Jesus has just received terrible, shocking news: His cousin John, his predecessor and fellow preacher in proclaiming the inbreaking Reign of God, has been beheaded. Jesus is certainly heartbroken on a personal level; and perhaps John's death has led him to question his own mission. He wants to go away to a quiet place where he can, as they say, "process" all this; and he attempts to do so by boat; but the people whom he's been teaching and healing don't want to let him go. They haven't had enough of Jesus. So they follow Jesus by the thousands, on foot, along the shore as his boat heads to its destination. And they meet him there. In the midst of his own sorrow, Jesus has compassion for these crowds of broken, needy people, and he heals them, until the day stretches into evening.
The disciples decide that these people are taking a toll on Jesus' time and energy. The disciples seem to want to ration Jesus. So they ask him to send the crowds away to nearby towns for the evening to fend for themselves. Jesus' response? "No -- you feed them with what you have." This instruction doesn't go over very well...in the story, the disciples not only seem a little skeptical of Jesus' plan, but also a bit miffed that he's asking them to part with their small cache of food. But -- as directed, they bring the food to him; he blesses it; he breaks it and gives it back to his friends to share with the hungry people. And we know the rest of the story...or, I should say, we know the end of the story; a crowd that has had enough to eat, plus 12 baskets of leftovers.
Shannon Jung's book describes food as having three qualitites: food is meaning-laden; food is relational; food is performative. Which is just social-science fancy talk for saying that food tells a story; it's something that connects us; and it involves action. So I don't think that it was by chance that Jesus picked food to tell us something about what God is like and what God's will for healed lives and communities is like.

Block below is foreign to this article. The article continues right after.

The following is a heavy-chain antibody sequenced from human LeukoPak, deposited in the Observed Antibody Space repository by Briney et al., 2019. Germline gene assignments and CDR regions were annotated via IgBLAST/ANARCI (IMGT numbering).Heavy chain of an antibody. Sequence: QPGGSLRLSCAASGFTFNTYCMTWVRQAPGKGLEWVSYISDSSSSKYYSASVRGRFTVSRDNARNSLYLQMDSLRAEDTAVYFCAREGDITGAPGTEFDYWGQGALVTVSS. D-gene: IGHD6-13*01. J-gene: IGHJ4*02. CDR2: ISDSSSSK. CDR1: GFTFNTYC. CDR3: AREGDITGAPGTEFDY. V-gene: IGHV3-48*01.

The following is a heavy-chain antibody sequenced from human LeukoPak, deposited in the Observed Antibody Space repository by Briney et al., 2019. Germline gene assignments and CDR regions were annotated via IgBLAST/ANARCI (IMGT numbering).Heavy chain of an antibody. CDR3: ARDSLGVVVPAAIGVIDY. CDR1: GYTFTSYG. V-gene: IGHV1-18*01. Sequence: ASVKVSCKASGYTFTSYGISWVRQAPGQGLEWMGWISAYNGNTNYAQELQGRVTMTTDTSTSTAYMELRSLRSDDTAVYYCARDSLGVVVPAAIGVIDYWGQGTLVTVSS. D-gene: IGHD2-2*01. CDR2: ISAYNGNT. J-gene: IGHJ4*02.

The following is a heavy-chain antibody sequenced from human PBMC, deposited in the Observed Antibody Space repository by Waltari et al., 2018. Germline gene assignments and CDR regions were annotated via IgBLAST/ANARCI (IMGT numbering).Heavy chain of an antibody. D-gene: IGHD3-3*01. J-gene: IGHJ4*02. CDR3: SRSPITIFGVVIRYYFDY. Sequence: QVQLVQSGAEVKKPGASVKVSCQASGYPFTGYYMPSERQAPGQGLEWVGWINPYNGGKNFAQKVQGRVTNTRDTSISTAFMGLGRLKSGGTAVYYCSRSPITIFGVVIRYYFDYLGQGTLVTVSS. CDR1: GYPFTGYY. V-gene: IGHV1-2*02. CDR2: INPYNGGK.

God's message to us in the loaves and fishes is that There is enough. There is always going to be enough if we acknowledge God as the ultimate giver -- the extravagantly generous God of the Bible, who creates abundance, who wishes for us an abundant life, heaped up and spilling over, to enjoy and to share with others. There is enough if we trust in God's ability to give us what we need, instead of trusting in our own schemes to get and keep what we have. There is enough if we, in gratitude toward God, model God's generosity in our own generosity to our neighbors, whether that be our next door neighbor who needs a meal or a family in Niger or Darfur who receive help from people like us as we give to relief efforts.
And God wants us to share with everyone, not just the people we think are "good enough" or "deserving enough." That's a point that may be overlooked in this story. Think about the fact that Jesus lives in a religious atmosphere where ritual cleanliness means everything. In Jesus' world, there are a multitude of things that can make anyone unclean, and if an unclean person even touches something or someone else, that person or thing becomes unclean as well. Think about sharing food with strangers, say, on a city bus or at a concert venue, and think of the germ-squeamishness you may feel touching food that others have touched; amp that way up, and you may just begin to have some idea of the fear that a pious person of Jesus' time and place might have touching food that a stranger has touched. And yet -- Jesus blesses the loaves and fishes, says, "Let's eat!" -- and food is shared from person to person to person. What does it say about the person and power of Jesus that someone whose religious and cultural training makes him or her obsessed with remaining "pure enough" is moved to share food with the stranger next to him or her, who may or may not be "pure" according to the common understanding?